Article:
It’s important to also recognise that not enough high street brands care about their production enough to measure their impact and their value chain’s ethics. There’s certainly great room for progress and the fact that H&M still produce cotton instead of more conscious alternatives like hemp in their clothing, is an example of this. But as a whole, and measured against their competitors, H&M is still doing more to raise awareness of the industry’s carbon footprint. With World Recycling Week as well, buying new clothes at a time like this, from a company that at least tries to counter its harmful impact, is better than choosing other brands.

Rihanna’s dress and the ensuing media frenzy

Yes, it’s happened again.

Another woman has worn something which has made people lose their minds.

Let’s try to think of the last time a man wore something and the press drove themselves insane psychoanalysing why.

I’ve attached the article below, but first let me get down to what annoys me about it and the whole debate that’s whirling around it:

1. This would NEVER have happened if a man had turned up to an award ceremony wearing an outfit which “left little to the imagination”. Besides taking pictures, perhaps commenting on how ‘toned’ they’re looking, I doubt people would very much care.

We’re not even entering the maelstrom of why it’s all right for a man to go topless but not a woman.

2. And most importantly, why does something have to be a “feminist statement” or a fashion choice? Why do we really care so much? Can’t it just be about a woman going to an awards ceremony wearing a glittery dress?

Or just a dress?

Many of you will remember how the media lost their minds when Jennifer Lopez wore this outfit:

(Sidenote: does this take you guys back or what?!)

Seriously, I’d be interested to see what you come up with.

Try and think about the last time we went this crazy when a man wore something in public. Nobody cares if it’s a man.

Why are we losing our minds just because there are breasts involved?

It isn’t progress to view occasions like this as a feminist victory or statement.

We will have moved on as a society when our media thinks the way most of us do: that it is not news if a woman wears a dress. It isn’t news if she doesn’t. It just is. She is a human being, wearing things. Let’s calm down and move on, and just let them be. It isn’t a feminist statement, it just is.

I also have to share this link because this is what I’m talking about. Women aren’t allowed to just walk around, go shopping, go for a run, go out with their kids, without it being scrutinised.

It’s absurdly patronising to talk about a woman without make-up as somehow bold. Does that mean wearing make-up makes you weak? Seriously?

Just because someone is going through a divorce, doesn’t mean she is brave for going to a market with her children (Amy Poehler and Will Arnett). Where are the photos of how “brave” Will Arnett is being, going out in public? Going shopping?

Just let it be what it is.

I happen to think Rihanna looks amazing, because the colour of her dress makes her glow, and the turban is really beautiful too. J.Lo’s dress was gorgeous and I love those colours. Most people would say the same thing.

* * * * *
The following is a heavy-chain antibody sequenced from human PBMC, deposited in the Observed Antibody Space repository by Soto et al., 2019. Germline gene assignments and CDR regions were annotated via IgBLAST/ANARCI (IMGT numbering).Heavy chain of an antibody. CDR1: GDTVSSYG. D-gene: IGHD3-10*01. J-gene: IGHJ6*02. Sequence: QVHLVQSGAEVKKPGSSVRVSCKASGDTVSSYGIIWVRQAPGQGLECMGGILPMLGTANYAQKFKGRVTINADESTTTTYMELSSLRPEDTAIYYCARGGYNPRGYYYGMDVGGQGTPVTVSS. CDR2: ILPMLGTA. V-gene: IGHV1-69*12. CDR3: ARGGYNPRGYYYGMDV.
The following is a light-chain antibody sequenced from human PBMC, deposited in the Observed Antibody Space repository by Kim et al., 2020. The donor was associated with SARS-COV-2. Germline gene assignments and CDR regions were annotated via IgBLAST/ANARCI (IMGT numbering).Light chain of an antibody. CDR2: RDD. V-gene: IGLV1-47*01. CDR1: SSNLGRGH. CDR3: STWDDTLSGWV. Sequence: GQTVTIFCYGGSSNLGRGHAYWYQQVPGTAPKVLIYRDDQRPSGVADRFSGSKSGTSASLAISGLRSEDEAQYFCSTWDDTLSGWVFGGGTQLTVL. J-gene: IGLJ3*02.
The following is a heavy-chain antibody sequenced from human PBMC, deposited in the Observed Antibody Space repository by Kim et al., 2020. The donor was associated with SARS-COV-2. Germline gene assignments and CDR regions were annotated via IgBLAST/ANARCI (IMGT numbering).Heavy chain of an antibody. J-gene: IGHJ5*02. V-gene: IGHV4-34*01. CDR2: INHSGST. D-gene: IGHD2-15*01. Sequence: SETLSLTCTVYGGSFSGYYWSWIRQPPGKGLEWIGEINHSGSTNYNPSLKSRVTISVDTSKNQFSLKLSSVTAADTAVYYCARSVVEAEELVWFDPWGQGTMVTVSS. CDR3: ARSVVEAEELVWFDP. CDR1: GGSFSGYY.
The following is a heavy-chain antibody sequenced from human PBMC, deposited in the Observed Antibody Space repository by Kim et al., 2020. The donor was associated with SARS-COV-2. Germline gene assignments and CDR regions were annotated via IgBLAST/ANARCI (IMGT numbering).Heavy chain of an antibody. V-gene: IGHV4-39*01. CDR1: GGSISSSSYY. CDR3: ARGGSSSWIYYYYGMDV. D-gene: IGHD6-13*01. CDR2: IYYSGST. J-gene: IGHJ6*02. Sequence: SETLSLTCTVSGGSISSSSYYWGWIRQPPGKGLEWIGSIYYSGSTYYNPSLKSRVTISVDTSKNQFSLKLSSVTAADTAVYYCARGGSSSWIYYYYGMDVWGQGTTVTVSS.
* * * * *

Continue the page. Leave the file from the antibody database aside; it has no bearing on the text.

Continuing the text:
Why is our media suddenly taking it to extremes?

More headlines like “Woman wears dress to awards show” and less “Young artist, misunderstood by everyone, bears all in brave display of feminist bravado”, please.

Which of course isn’t to say she isn’t a feminist, she is. It just doesn’t make everything she does a show of her feminist strength.

She’s wearing a dress because she likes it. By saying it’s something more than it is, we’re actually reversing any steps we’re attributing to Rihanna’s ‘feminism’.

If all of these ‘headlines’ we’re talking about are really doing as much for feminism as the media says they are, then why do we need to keep making every action taken by a woman as a feminist act? Why can’t it just be a thing that a human being does, because surely that’s when we see progress – when your gender doesn’t matter, it’s what you do with your life?

Here’s an article published in ‘The Independent’, a British newspaper, yesterday. I’d recommend you read all the linked stories too, just in case you’re not familiar with all of these stories, like me:

Rihanna’s practically naked dress: Why it could be one of the most powerful feminist statements the pop world has made to date

Why society still isn’t ready for too bold a display of female sexuality by Ella Alexander Wednesday 04 June 2014

“The naughty outfit left nothing to the imagination,” wrote one publication, adding that “one wonders what Anna Wintour [another show guest and the editor of US Vogue] thought” of the attire. “Rude girl Rihanna is trend-setter, but let’s not copy this one girls,” bemoaned another. But few British newspapers and their online counterparts went as far as to boycott the image and not publish it at all, despite seemingly taking the ‘moral high ground’. Whether they agree with the shimmering statement or not, Rihanna succeeded in shocking everyone – which is probably exactly what she wanted. Rihanna in her Adam Selman dress, covered in 216,000 Swarovski crystals What she didn’t want to do is what the fashion world expected, which was to dress in an understated, innocuous, unthreateningly sexy way so popular with Victoria’s Secret models and Playboy bunnies. Instead, the singer attended the CFDA Awards on Monday 2 June – during which she collected the coveted Style Icon award  –  wearing a part Josephine Baker, part sphinx sheer dress, her modesty covered by a nude coloured thong. She accessorised with a white fur stole, smoking eyes, glittering gloves and a turban that referenced the style of glamorous Twenties flapper girls.